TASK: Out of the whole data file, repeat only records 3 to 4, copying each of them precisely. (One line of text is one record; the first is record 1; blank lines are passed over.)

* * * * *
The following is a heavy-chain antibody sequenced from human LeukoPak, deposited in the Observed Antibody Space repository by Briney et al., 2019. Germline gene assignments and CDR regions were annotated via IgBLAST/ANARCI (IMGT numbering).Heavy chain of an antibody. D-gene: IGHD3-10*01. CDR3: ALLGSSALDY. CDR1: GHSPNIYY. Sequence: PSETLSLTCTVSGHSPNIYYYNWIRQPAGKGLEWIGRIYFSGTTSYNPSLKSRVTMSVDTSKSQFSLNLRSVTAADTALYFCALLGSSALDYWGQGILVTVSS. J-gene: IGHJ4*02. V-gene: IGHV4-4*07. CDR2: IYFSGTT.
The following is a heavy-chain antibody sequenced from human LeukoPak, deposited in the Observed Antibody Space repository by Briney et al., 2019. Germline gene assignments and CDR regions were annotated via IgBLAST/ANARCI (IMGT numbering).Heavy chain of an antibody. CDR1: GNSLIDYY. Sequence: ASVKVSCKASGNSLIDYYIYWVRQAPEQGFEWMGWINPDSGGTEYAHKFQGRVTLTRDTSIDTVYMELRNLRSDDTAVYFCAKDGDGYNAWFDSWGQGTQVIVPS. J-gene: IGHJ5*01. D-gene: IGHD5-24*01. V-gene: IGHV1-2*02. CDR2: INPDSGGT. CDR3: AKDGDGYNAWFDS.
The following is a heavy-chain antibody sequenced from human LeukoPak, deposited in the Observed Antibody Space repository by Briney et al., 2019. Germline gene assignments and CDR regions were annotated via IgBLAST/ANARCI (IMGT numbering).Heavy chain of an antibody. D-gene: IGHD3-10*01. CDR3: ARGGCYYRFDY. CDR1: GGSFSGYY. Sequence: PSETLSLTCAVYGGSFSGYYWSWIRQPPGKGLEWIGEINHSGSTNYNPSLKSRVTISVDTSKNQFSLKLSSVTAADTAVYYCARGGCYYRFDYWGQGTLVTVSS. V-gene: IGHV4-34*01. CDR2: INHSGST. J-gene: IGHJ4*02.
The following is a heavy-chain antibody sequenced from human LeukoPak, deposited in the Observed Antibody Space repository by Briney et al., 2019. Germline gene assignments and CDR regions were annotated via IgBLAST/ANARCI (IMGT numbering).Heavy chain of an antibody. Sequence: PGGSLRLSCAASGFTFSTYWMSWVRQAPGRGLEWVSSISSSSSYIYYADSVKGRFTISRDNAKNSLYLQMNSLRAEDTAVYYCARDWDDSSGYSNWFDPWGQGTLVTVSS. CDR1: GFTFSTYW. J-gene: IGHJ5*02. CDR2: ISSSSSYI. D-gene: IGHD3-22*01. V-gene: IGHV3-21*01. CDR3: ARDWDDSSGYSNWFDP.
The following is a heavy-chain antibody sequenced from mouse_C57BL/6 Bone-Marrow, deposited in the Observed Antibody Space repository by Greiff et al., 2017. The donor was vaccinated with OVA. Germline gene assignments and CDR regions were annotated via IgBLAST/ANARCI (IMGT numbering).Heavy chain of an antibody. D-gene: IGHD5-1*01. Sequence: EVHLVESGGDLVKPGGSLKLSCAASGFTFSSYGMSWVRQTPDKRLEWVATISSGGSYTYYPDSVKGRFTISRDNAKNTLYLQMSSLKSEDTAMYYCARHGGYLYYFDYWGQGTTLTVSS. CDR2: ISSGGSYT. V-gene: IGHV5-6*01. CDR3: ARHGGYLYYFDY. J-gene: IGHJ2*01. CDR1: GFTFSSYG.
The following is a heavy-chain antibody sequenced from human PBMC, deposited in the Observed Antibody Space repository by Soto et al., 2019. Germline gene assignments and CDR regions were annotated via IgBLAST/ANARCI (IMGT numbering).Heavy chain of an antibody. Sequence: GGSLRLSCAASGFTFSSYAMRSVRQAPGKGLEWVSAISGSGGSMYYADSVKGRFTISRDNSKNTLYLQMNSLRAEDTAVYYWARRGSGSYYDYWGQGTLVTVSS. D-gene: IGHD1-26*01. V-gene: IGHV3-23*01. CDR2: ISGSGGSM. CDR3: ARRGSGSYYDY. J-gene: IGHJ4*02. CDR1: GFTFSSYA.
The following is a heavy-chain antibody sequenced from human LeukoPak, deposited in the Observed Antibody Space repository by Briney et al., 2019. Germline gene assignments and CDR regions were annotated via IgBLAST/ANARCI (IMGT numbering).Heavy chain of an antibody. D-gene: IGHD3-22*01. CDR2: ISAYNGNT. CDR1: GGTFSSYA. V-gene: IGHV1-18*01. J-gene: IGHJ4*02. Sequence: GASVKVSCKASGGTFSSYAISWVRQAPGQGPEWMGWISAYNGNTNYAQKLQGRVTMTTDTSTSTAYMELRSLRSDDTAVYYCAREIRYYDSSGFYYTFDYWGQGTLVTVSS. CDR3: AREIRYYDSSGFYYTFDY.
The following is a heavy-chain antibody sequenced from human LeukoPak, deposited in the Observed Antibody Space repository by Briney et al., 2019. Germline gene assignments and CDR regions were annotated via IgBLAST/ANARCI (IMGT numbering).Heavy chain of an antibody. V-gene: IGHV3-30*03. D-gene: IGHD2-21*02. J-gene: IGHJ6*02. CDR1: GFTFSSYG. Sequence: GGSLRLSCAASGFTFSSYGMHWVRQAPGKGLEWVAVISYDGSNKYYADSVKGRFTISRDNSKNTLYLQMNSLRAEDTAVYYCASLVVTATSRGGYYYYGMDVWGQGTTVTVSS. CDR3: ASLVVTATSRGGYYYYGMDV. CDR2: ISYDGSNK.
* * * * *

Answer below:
The following is a heavy-chain antibody sequenced from human LeukoPak, deposited in the Observed Antibody Space repository by Briney et al., 2019. Germline gene assignments and CDR regions were annotated via IgBLAST/ANARCI (IMGT numbering).Heavy chain of an antibody. D-gene: IGHD3-10*01. CDR3: ARGGCYYRFDY. CDR1: GGSFSGYY. Sequence: PSETLSLTCAVYGGSFSGYYWSWIRQPPGKGLEWIGEINHSGSTNYNPSLKSRVTISVDTSKNQFSLKLSSVTAADTAVYYCARGGCYYRFDYWGQGTLVTVSS. V-gene: IGHV4-34*01. CDR2: INHSGST. J-gene: IGHJ4*02.
The following is a heavy-chain antibody sequenced from human LeukoPak, deposited in the Observed Antibody Space repository by Briney et al., 2019. Germline gene assignments and CDR regions were annotated via IgBLAST/ANARCI (IMGT numbering).Heavy chain of an antibody. Sequence: PGGSLRLSCAASGFTFSTYWMSWVRQAPGRGLEWVSSISSSSSYIYYADSVKGRFTISRDNAKNSLYLQMNSLRAEDTAVYYCARDWDDSSGYSNWFDPWGQGTLVTVSS. CDR1: GFTFSTYW. J-gene: IGHJ5*02. CDR2: ISSSSSYI. D-gene: IGHD3-22*01. V-gene: IGHV3-21*01. CDR3: ARDWDDSSGYSNWFDP.